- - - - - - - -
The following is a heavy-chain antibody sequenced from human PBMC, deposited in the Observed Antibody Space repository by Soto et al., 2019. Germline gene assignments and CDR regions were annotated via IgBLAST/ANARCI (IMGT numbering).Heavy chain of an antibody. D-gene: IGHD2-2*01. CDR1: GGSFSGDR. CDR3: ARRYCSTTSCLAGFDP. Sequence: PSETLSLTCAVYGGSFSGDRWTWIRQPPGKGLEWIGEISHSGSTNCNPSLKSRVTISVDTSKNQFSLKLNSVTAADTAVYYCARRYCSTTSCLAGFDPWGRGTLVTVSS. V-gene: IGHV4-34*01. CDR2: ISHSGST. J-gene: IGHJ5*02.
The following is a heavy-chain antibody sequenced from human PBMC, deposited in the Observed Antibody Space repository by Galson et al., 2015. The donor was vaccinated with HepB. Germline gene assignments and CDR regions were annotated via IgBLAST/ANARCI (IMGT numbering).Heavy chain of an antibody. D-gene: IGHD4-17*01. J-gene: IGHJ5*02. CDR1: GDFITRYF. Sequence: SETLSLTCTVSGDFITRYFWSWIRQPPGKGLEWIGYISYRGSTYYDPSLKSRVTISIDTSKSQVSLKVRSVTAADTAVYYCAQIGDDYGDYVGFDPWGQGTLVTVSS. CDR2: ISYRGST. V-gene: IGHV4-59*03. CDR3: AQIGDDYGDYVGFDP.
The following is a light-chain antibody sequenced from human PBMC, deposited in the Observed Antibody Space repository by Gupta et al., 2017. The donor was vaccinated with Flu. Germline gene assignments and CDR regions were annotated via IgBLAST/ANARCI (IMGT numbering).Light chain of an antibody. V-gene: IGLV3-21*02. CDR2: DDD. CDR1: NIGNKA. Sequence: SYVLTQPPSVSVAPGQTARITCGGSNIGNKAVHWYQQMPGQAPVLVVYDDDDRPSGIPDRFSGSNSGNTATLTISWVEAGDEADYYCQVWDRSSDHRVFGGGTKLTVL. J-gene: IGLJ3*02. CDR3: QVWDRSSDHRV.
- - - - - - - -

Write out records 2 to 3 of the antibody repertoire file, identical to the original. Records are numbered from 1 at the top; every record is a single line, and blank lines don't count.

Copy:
The following is a heavy-chain antibody sequenced from human PBMC, deposited in the Observed Antibody Space repository by Galson et al., 2015. The donor was vaccinated with HepB. Germline gene assignments and CDR regions were annotated via IgBLAST/ANARCI (IMGT numbering).Heavy chain of an antibody. D-gene: IGHD4-17*01. J-gene: IGHJ5*02. CDR1: GDFITRYF. Sequence: SETLSLTCTVSGDFITRYFWSWIRQPPGKGLEWIGYISYRGSTYYDPSLKSRVTISIDTSKSQVSLKVRSVTAADTAVYYCAQIGDDYGDYVGFDPWGQGTLVTVSS. CDR2: ISYRGST. V-gene: IGHV4-59*03. CDR3: AQIGDDYGDYVGFDP.
The following is a light-chain antibody sequenced from human PBMC, deposited in the Observed Antibody Space repository by Gupta et al., 2017. The donor was vaccinated with Flu. Germline gene assignments and CDR regions were annotated via IgBLAST/ANARCI (IMGT numbering).Light chain of an antibody. V-gene: IGLV3-21*02. CDR2: DDD. CDR1: NIGNKA. Sequence: SYVLTQPPSVSVAPGQTARITCGGSNIGNKAVHWYQQMPGQAPVLVVYDDDDRPSGIPDRFSGSNSGNTATLTISWVEAGDEADYYCQVWDRSSDHRVFGGGTKLTVL. J-gene: IGLJ3*02. CDR3: QVWDRSSDHRV.